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Rural horse racing gallops ahead

Written by Hlengiwe Ngobese

A rural youngster is showing that they have what it takes to be a great jockey and events like the recently held Harry Gwala Summer Cup gives them a wonderful platform to compete against other rural riders.

He is only 25, but Mzamo Plaza Mtshali is already making his mark as a rural jockey.

Vryheid’s Mtshali is no stranger to winning; he has won a number of races, including the 2016 Dundee July, the Dumbe Municipality horse riding competition and the Scottville rural race.The standard of the Harry Gwala Summer Cup is improving, showcasing that rural people can take part in horse riding.

Mtshali also won the Harry Gwala Summer Cup Rural Horse Riding Festival in 2016, and repeated this victory this year by winning the Grade One Local Horses Category of the Cup.

KwaZulu-Natal MEC for Arts, Culture, Sport and Recreation, Bongi Sithole-Moloi was excited by the growing standard of the competition. “After the success of the Dundee July early this year, we were excited to see the standard of the Harry Gwala Summer Cup improving tremendously.

“People should start realising that horses are not only for riding when you want to go the shops, but one can actually create a source of income through horse riding. This is a growing annual event and we want to encourage local citizens to take advantage of available opportunities,” said MEC Sithole-Moloi.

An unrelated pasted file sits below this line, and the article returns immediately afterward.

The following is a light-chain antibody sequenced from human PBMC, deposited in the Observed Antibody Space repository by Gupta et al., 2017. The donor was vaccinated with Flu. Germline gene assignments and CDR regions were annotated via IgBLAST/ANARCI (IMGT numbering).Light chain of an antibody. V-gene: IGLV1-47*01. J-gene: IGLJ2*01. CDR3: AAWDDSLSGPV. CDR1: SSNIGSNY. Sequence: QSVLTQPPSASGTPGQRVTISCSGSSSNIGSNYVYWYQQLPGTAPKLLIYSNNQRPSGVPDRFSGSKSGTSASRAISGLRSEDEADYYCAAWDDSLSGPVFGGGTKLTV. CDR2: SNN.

Mtshali started riding at five and when he was 10, he was already racing professionally. After consolidating his reputation, he is now geared to train young jockeys. “I want to train young riders between the ages of seven and 14 so that they learn the skills I wish I had when I was starting out,” said Mtshali. 

Mtshali said to be a good jockey, you first need to love the animal and study its behaviour.

“Horses are like humans. They need to be taken care of. They need to be given adequate and appropriate feed, water, shelter and quality health care. They also want to be given time to rest before a competition to regain their strength,” he said.

Although Mtshali’s career is jockeying nicely into place, he is preparing to go back to school to finish his Grade 12. He wants to be a veterinarian to help ensure that race horses are in tip-top shape.